11

Is there a command that allows searching a keyword in files under a directory with specific extension ?

The string grep -irn "string" ./path gives a recursive search for all files under the directory./path. My specific requirement is to search in all files under ./path with an extension such as *.h

10

Set (turn on) the shell option globstar with the command

    shopt -s globstar

This will cause ** as a filename component to mean everything here and below.  So path/** means everything in the path directory and its subdirectories.  (You don't need to type ./ here.)  Then you can use

grep -in "string" path/**/*.h

to search all the .h files in and under path.


You can unset options with shopt -u.

10

After some trials, I think grep -irn 'string' --include '*.h' is more handy

  • 1
    If you're going to do that, be sure to put the "*.h" in quotes. – G-Man Sep 8 '16 at 4:12
  • It works with and without quotes – Ginu Jacob Sep 8 '16 at 4:43
  • 3
    Now it does. Try creating a file called foobar.h in the current directory, and try it again. – G-Man Sep 8 '16 at 5:56
  • That makes sense.... Thanks for that – Ginu Jacob Sep 8 '16 at 6:01
5
find /path -iname "*.h" -exec grep -inH "string" "{}" \;
  • 1
    -exec ... + is good, too. – G-Man Sep 8 '16 at 3:56
  • 1
    I just noticed — you forgot to include "string" in your answer! – G-Man Sep 8 '16 at 16:29
3

If you can install something on your machine, I suggest using ack.

You can do exactly what you need with it and much more. For your use case, you can do:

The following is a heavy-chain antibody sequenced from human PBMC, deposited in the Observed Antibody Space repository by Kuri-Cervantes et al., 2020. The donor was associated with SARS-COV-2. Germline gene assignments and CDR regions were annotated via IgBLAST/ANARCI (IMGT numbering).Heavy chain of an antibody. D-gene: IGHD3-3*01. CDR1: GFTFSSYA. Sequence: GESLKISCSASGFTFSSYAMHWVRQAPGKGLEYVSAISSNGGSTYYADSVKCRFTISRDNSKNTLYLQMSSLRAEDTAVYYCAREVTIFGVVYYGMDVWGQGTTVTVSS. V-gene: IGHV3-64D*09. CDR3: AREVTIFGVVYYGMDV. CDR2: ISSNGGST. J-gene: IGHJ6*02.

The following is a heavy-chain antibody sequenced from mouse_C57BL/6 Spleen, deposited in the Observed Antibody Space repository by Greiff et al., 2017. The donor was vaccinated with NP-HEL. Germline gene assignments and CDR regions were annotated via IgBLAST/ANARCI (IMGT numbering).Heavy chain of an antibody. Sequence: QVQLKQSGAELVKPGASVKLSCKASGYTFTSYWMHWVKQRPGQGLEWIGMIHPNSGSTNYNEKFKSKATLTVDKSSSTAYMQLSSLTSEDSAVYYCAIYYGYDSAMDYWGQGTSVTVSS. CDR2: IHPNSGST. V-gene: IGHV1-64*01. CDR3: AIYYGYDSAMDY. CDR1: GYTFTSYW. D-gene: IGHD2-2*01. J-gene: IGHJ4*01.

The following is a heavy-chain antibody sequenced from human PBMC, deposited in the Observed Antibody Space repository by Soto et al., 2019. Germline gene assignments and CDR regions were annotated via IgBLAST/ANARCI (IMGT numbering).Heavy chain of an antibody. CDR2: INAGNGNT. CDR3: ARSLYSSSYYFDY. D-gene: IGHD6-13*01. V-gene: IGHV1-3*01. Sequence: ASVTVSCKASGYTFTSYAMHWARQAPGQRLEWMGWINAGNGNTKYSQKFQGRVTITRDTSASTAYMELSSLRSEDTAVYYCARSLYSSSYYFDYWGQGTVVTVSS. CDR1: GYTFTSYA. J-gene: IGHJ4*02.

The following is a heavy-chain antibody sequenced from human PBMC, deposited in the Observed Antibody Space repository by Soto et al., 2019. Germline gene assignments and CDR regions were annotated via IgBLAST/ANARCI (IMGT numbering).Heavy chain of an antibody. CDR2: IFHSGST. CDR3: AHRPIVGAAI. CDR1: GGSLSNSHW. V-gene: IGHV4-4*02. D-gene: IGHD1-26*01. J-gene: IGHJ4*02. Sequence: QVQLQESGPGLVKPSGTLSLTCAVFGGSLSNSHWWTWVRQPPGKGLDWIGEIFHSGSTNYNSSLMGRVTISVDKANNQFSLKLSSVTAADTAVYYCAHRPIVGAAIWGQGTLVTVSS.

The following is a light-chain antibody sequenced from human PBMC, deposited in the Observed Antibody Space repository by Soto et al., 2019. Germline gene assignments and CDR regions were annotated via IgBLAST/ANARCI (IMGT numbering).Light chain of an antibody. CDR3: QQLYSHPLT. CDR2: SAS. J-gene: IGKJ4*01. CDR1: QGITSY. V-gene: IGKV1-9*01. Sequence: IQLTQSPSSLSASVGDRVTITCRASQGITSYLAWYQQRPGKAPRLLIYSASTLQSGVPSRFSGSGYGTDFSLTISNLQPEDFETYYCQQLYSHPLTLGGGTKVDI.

# Depending of your system, you have to use one or the other
ack --hh -i string path
ack-grep --hh -i string path
  • --hh filters on h files
  • -i ignores the case

To find which file filters are supported natively, run the command ack --help=type.

  • There's also ag, a former clone of ack. Former, because their feature sets have since diverged somewhat. – 8bittree Sep 28 '16 at 17:24
  • I didn't know ag. Thanks for sharing. – A.D. Sep 29 '16 at 6:58
3

What about this one?

find -L ./path -name "*.h" -exec grep -in "string" {} \;

Explanation:

  • -L : follow symlinks
  • -name : using the asterisk, you can describe extensions
  • -in : same as your proposal, but the 'r' is replaced by the find command
  • {} : this stands for the result of the find command
  • \; : in case you combine find with -exec, this is the end-of-command specifier
  • 1
    How does "*.h" work? I would have thought it needed to be '*.h' – Joe Sep 13 '16 at 7:15
  • I always work with double quotes, I don't think it makes a difference. – Dominique Sep 13 '16 at 7:22
0

If you're using gnu grep then it's got a flag that does exactly what you want:

grep -irn --include=\*.h "string" path

although I don't think it's available in other greps.

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